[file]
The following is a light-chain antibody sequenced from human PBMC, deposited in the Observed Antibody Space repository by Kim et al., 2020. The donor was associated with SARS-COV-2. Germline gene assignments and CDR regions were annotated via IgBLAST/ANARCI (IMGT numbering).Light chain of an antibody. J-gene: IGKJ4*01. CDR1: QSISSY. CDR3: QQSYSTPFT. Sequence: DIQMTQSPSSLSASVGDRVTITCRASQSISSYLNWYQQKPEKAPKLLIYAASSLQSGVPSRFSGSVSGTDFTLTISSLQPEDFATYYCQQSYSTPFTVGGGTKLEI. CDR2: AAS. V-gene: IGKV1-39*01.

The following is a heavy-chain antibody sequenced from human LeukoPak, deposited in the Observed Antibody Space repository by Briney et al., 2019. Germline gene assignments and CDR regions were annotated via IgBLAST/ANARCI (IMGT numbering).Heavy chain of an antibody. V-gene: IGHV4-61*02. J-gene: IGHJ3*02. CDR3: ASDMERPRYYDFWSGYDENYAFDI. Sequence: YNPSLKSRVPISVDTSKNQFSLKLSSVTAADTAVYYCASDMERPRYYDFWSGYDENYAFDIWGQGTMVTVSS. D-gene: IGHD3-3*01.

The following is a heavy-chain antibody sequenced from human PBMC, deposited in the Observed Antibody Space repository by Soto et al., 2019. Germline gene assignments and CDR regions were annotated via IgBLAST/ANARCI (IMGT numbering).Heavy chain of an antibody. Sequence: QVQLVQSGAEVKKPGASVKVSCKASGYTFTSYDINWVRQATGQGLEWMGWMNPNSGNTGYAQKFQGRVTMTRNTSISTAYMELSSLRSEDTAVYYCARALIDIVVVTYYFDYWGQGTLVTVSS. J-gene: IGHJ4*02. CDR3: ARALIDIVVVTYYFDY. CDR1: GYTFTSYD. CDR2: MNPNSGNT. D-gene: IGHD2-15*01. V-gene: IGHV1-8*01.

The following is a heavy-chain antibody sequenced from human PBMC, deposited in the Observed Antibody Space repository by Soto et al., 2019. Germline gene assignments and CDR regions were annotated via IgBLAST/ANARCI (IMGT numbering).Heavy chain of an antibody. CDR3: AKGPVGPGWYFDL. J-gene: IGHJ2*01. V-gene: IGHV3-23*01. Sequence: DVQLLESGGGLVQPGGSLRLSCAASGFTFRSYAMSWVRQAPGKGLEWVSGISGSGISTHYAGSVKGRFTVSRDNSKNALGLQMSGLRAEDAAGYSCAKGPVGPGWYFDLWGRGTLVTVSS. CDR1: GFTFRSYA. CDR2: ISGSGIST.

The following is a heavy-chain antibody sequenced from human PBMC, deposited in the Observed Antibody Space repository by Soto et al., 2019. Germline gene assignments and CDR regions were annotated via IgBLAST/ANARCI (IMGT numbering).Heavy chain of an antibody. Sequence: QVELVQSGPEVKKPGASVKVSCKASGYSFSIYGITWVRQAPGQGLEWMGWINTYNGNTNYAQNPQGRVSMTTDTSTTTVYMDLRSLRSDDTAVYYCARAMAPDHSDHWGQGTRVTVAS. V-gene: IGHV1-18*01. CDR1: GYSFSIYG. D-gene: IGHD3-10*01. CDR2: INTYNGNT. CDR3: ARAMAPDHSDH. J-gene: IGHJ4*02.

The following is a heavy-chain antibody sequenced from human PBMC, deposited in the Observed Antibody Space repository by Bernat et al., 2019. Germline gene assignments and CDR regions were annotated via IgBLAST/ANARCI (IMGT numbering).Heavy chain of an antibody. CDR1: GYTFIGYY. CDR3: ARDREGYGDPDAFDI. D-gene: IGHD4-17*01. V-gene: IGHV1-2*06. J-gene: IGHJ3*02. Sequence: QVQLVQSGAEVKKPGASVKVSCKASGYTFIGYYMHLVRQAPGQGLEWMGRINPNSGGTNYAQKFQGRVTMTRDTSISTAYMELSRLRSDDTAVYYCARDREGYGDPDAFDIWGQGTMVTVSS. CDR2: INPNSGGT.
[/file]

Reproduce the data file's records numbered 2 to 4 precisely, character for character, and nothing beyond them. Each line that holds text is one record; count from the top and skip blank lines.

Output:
The following is a heavy-chain antibody sequenced from human LeukoPak, deposited in the Observed Antibody Space repository by Briney et al., 2019. Germline gene assignments and CDR regions were annotated via IgBLAST/ANARCI (IMGT numbering).Heavy chain of an antibody. V-gene: IGHV4-61*02. J-gene: IGHJ3*02. CDR3: ASDMERPRYYDFWSGYDENYAFDI. Sequence: YNPSLKSRVPISVDTSKNQFSLKLSSVTAADTAVYYCASDMERPRYYDFWSGYDENYAFDIWGQGTMVTVSS. D-gene: IGHD3-3*01.

The following is a heavy-chain antibody sequenced from human PBMC, deposited in the Observed Antibody Space repository by Soto et al., 2019. Germline gene assignments and CDR regions were annotated via IgBLAST/ANARCI (IMGT numbering).Heavy chain of an antibody. Sequence: QVQLVQSGAEVKKPGASVKVSCKASGYTFTSYDINWVRQATGQGLEWMGWMNPNSGNTGYAQKFQGRVTMTRNTSISTAYMELSSLRSEDTAVYYCARALIDIVVVTYYFDYWGQGTLVTVSS. J-gene: IGHJ4*02. CDR3: ARALIDIVVVTYYFDY. CDR1: GYTFTSYD. CDR2: MNPNSGNT. D-gene: IGHD2-15*01. V-gene: IGHV1-8*01.

The following is a heavy-chain antibody sequenced from human PBMC, deposited in the Observed Antibody Space repository by Soto et al., 2019. Germline gene assignments and CDR regions were annotated via IgBLAST/ANARCI (IMGT numbering).Heavy chain of an antibody. CDR3: AKGPVGPGWYFDL. J-gene: IGHJ2*01. V-gene: IGHV3-23*01. Sequence: DVQLLESGGGLVQPGGSLRLSCAASGFTFRSYAMSWVRQAPGKGLEWVSGISGSGISTHYAGSVKGRFTVSRDNSKNALGLQMSGLRAEDAAGYSCAKGPVGPGWYFDLWGRGTLVTVSS. CDR1: GFTFRSYA. CDR2: ISGSGIST.